Using Rebekka’s scale, I’d say my experiences ranged from a 2-4, 4 being where I am now, thankfully. I’ve been overweight since very, very young – before a good attitude and snappy dressing could make up for fatness. That set me off at a early point of low self-esteem and self-loathing, which at 21, I’m still trying to overcome. My fiancé wonderful about making me feel good about myself, which is why I’m at such a high point in my life. At least now that I’m not in high school, I get fewer cackles of guys sniggering at me as I walk or sit down. So.. woo. I hope Kylie continues to be as fortunate as she is.

  7. Mifty September 27, 2010 at 1:02 pm #

    On the Rebekka scale, about an 8-9. I was targeted by a jerk once in a fat-lady store a few years back and when I was younger was barked at or mooed at from time to time, but now, even with my weight at an all-time high for me, nobody ever seems to bother me about it. I smile at people and they’re nearly always nice.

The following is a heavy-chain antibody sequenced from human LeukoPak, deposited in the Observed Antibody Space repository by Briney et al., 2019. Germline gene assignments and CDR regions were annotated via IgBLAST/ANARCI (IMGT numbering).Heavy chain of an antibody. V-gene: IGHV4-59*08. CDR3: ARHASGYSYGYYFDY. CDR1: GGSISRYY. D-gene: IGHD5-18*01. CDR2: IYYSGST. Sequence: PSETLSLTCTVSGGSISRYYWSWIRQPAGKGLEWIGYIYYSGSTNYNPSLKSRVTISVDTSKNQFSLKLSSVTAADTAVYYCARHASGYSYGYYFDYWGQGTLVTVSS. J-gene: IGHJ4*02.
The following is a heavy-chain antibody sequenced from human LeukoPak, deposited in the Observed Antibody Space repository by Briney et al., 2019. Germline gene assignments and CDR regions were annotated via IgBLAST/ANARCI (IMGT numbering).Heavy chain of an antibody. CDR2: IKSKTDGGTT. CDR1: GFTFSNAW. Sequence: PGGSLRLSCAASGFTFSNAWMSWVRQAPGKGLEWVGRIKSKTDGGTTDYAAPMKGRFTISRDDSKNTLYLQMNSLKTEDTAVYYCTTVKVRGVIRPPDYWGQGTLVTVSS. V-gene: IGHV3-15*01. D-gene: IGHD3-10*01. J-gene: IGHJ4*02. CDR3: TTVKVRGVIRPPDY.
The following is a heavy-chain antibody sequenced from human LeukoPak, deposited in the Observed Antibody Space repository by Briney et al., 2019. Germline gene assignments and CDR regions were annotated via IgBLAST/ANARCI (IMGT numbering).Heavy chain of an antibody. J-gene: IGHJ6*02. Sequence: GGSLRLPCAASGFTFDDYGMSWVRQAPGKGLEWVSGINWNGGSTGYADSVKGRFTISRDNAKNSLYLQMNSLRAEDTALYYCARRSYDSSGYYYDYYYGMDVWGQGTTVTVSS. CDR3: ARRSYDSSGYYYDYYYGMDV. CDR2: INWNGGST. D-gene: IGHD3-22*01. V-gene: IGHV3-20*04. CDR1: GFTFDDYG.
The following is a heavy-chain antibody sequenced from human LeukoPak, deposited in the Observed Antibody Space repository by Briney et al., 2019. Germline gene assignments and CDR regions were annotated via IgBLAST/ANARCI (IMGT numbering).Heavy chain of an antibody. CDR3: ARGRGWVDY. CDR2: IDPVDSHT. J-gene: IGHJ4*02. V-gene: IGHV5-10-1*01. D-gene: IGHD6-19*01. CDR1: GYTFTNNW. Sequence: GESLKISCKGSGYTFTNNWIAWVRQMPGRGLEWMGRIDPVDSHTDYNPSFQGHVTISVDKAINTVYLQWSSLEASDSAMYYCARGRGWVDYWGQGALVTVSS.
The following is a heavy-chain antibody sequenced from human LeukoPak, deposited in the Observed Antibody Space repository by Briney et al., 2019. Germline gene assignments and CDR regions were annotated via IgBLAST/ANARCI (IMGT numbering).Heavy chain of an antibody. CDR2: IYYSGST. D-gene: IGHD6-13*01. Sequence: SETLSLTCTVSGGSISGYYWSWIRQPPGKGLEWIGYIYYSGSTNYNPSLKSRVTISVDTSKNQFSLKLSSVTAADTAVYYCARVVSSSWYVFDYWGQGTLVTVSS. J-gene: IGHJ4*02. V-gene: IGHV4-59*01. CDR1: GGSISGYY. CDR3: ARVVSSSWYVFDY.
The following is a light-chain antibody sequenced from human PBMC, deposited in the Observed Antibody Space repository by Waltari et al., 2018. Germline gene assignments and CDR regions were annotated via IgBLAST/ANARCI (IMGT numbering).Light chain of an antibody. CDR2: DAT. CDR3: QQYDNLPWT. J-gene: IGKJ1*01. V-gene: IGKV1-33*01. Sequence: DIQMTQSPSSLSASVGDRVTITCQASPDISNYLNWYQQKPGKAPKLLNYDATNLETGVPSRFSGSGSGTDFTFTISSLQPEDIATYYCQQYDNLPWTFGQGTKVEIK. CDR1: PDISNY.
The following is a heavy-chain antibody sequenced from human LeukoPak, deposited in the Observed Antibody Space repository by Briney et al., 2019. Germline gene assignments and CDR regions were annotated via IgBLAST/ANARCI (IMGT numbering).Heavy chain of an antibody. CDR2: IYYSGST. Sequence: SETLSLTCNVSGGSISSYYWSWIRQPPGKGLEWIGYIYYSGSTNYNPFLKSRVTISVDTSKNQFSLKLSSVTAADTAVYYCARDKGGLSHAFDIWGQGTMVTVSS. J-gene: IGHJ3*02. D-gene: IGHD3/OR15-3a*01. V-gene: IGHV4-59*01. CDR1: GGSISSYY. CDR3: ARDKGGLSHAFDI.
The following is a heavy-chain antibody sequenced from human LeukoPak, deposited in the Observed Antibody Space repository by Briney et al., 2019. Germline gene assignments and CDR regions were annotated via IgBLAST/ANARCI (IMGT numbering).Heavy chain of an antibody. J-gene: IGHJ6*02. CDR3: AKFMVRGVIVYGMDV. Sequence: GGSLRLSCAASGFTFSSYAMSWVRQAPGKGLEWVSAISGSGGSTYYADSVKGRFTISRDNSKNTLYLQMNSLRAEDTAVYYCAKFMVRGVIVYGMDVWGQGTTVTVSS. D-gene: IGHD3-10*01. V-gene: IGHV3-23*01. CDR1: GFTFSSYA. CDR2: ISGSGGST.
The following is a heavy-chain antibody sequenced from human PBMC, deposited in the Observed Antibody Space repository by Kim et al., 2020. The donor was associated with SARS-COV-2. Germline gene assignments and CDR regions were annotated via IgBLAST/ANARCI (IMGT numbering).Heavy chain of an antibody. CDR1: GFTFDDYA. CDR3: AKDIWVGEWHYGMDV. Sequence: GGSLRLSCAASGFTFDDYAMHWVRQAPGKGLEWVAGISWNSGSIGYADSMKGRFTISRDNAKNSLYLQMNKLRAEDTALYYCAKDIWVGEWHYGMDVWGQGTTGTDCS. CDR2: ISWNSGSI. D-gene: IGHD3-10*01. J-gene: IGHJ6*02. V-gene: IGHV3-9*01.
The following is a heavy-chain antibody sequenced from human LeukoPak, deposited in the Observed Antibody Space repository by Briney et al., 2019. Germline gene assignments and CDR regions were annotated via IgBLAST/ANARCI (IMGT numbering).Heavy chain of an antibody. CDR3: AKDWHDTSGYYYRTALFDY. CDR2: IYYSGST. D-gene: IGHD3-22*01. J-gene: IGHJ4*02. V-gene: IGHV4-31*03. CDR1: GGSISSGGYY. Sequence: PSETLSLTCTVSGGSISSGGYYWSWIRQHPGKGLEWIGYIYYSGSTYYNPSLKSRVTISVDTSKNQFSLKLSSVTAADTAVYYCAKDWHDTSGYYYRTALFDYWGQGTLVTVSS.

I’m going to an industry conference this week where I will see people I haven’t seen in a couple of years, and I have no doubt some will be startled by my current size. But I don’t expect anyone to say anything to me, and if they want to talk amongst themselves, that’s not my lookout.

    (And bless you, Kayla; it’ll get better!)

  8. jen209 September 27, 2010 at 1:29 pm #

    Aside from some middle school taunting, I’m mostly in the Kylie camp – with one exception. It’s taken guys many years to warm up to me, attraction-wise. Now that I’m in the latter half of my twenties, guys seem to finally realize that not all girls have model-like bodies, and are okay with mine. But it was hard going there for awhile.